Date published: 2017-08-14
Rated 5 out of 5 by from Great for all ages! As mentioned in a earlier review, you will fall in love with Temeraire. A great colorful read that's attractive to novice and experienced fantasy readers. Just started the Throne of Jade and planning on indulging in the entire collection.
Date published: 2017-06-22
Rated 1 out of 5 by from A Bore I found nothing original about this book and did not like the style of writing or the buildup. I found the characters flat. Certainly won't be reading the rest of the books in this series.
Date published: 2015-08-10
Rated 5 out of 5 by from His Majesty's Dragon A fantastic read! If you like dragons at all you HAVE to read this
Date published: 2014-04-21
Rated 5 out of 5 by from His Majesty's Dragon you will fall in love with Temeraire and Laurence. Once started it's hard to put the book down and then you want to read the next and the next. A wonderful blend of history and fantasy.
Date published: 2013-08-31
Rated 5 out of 5 by from Amazingly Enchanting! A story thats leaves you thirsting for more. A beautiful series! I originally read the first two books at my library, and I had to own my own version of the whole collection! The story is intense and unpredictable and the characters are amazingly well written.The relationship between the characters and the bond they share with each other is amazing. WORTH EVERY CENT. READ THIS BOOK!
Date published: 2013-07-30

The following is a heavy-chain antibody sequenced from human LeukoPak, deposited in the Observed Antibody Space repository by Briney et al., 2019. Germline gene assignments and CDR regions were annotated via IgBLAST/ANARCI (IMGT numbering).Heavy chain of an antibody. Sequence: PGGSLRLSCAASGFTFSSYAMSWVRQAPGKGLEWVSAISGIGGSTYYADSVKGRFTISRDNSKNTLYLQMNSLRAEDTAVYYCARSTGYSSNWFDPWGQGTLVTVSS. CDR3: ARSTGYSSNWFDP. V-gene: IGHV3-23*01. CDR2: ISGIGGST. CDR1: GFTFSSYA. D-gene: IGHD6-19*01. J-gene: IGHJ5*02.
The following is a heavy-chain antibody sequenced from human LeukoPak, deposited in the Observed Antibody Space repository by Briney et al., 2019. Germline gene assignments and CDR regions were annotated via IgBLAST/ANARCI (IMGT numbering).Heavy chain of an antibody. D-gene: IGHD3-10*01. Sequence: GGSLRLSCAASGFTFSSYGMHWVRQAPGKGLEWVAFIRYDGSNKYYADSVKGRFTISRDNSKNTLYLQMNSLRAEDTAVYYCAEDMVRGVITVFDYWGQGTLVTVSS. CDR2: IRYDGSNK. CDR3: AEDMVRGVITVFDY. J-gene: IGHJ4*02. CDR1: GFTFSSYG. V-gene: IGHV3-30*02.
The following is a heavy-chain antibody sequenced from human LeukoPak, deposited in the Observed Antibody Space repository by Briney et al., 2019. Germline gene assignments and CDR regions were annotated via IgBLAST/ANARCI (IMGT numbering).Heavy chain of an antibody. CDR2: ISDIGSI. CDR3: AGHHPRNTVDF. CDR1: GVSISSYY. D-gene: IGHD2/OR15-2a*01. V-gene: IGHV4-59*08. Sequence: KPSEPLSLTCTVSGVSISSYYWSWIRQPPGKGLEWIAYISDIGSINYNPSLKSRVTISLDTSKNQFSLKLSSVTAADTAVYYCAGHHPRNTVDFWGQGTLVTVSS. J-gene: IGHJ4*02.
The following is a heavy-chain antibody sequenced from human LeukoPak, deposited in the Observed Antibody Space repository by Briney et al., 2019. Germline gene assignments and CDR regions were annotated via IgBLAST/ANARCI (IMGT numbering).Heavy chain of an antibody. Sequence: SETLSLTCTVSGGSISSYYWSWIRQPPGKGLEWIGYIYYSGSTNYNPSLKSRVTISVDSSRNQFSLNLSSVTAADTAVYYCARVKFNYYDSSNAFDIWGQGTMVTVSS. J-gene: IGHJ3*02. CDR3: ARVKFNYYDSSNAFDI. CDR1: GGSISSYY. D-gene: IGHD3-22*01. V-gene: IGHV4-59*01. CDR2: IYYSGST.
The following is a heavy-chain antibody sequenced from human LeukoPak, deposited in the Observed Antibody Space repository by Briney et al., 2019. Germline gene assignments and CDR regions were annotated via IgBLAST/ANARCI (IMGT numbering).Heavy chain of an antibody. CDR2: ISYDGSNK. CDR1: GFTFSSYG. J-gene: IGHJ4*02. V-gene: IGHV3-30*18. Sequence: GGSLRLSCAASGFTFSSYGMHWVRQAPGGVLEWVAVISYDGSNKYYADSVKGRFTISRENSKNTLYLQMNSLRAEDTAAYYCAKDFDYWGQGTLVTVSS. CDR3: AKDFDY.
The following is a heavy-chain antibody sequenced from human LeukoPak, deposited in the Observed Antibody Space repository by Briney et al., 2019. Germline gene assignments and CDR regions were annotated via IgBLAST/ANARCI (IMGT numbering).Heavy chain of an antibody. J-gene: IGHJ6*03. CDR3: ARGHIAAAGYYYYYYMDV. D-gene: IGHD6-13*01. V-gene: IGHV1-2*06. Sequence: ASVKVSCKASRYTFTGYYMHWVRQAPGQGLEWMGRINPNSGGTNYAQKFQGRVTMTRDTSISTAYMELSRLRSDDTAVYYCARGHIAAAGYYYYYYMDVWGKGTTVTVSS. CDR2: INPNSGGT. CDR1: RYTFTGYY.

Rated 5 out of 5 by from A STUNNING READ! After years of wanting to read the Temeraire series I finally got around to reading it about two weeks ago and I absolutely loved it and haven't stopped berating myself about having not started reading it sooner. Now, I don't know very much about the Napoleonic Wars but from what I've read about the author and the time period itself is that she used as much historical fact as she could whilst working in the alternative history with the dragons into the story. As soon as I started the book (which I read on my cellphone) I was hooked. The way Naomi Novik spun her tale of war, action, adventure, historical fiction and fantasy all together was simply amazing. The amount of detail that went into not only the setting but the vivid descriptions of the events, the creation of the dragons and the world was wonderfully done. At first I wasn't sure of what to make of Captain Will Laurence because he seemed a bit too haughty for his own good but eventually he grew on me especially when his bond with Temeraire evolved. For me though Temeraire was the star of the novel. I mean honestly who doesn't love an exotic, monstrously large talking dragon that loves to be read to and has an un-dragon like penchant for swimming and a taste for seafood? The novel follows these two unlikely friends during a rough time in British history and we see Temeraire grow from hatchling to a young adult dragon along side his once naval captain turned aviator as they join in to wage war on the French forces trying to invade from across the English Channel. Fraught with politics, a supreme sense of adventure and courageous battles, Naomi Novik's book was an amazing alternative look at what the world could have been like if we had been born into a world that included noble dragons. I loved learning about all the different breeds of dragons, their training and seeing all the different personalities that they exhibited. Overall this was an amazing read and I'm so glad I finally gave this book a try. Novik's writing style is strong and unique and she has a voice that's all her own. It was so refreshing to see a female author writing about dragons and war as I haven't seen many female authors take part in this genre. This is definitely one of my favourite reads of the year and is on my list top 100 favourite books of all time. I would recommend this to all fans of historical fiction and fantasy especially those who love alternative history novels. With great characters, an extremely strong plot and rich descriptions this is a must have for any fantasy reader's shelf and for a debut novel Naomi Novik proves she can hang with the big boys in the genre.